Fans of BRAVO’s show Million Dollar Decorators will be familiar with cast member Jeffrey Alan Marks and rooms from at least two of the homes included in his new 224-page book The Meaning of Home (Rizzoli, $45). There’s a hot pink bedroom for supermodel Amber Valetta whose husband had his difficulties with the color. Then there’s the high-cottage vacation home in Nantucket which Marks flew across the country to pull together for a client quickly and on a strict budget. Handsome and affable, Marks navigated all the choppy decorating waters throughout each episode and turned in the strongest work among all the designers in the cast. Or, let me put it more diplomatically (since Mary McDonald can be fierce) — his interiors appealed most to me.
Mr. Marks [right] is not a predictable designer nor does he impose a signature look. I would describe him as interpretive in the sense that he translates the needs and tastes of his clients to shape the look of their homes. Or, as he puts it rather sweetly in the introduction to the book: “I strive to create rooms that are beautiful, of course – but far more important to me is that I create spaces that show the personal and unique meaning of home for each person, couple, and family that I work with.” Applause, please!
So, while Mr. Marks may like to reuse his “signature” hand-painted De Gournay fish motif wallpaper, homes in this book all look very different, thus showcasing his tremendous range and subtle taste. One of the most interesting is a poured concrete house, with floor-to-ceiling windows, on eight acres in the California wine country. “…the heavy architectural masses and stark gray walls made an aggressive statement that was more like a design confrontation,” Marks explains. The bedroom [top] lacked a wall for the bed so Marks created an upholstered screen as a stand in. A brown velvet chair swivels, to take advantage of the view. Bedside tables are kept low and small and rough-hewn wood benches anchor the foot of the bed. Custom bed linens (by Holland & Sherry) hew to the soft grays, browns and blues used throughout the house.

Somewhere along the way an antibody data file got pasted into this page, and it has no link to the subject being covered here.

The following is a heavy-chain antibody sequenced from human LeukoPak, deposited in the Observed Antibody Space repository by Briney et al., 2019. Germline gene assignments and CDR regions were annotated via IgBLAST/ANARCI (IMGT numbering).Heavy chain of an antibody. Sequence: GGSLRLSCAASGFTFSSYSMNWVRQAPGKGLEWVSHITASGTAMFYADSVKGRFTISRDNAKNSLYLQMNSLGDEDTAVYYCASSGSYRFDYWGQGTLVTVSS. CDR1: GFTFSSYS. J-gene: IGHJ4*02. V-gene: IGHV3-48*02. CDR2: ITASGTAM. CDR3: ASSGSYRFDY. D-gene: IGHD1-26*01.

The master bath marries at 18th century stone sink with a sleek Boffi wall-mounted faucet and and a 1960s Italian mirror. The elemental look of the stone and shelving offers a kind of rustic minimalism I think of as wabi sabi, the Japanese aesthetic that celebrates imperfection and simplicity.
Incredible natural light would be a prerequisite for a kitchen with a massive concrete beam overhead and a black wall above the range. A steel plate in the center of the island supports a thick, cantilevered wood ledge that reminds me of a piece of modern sculpture repurposed as a breakfast table. Yum on both counts.
(Source: © Jeffrey Alan Marks: The Meaning of Home by Jeffrey Alan Marks, Rizzoli New York, 2013. Images © Douglas Friedman, used with permission.)
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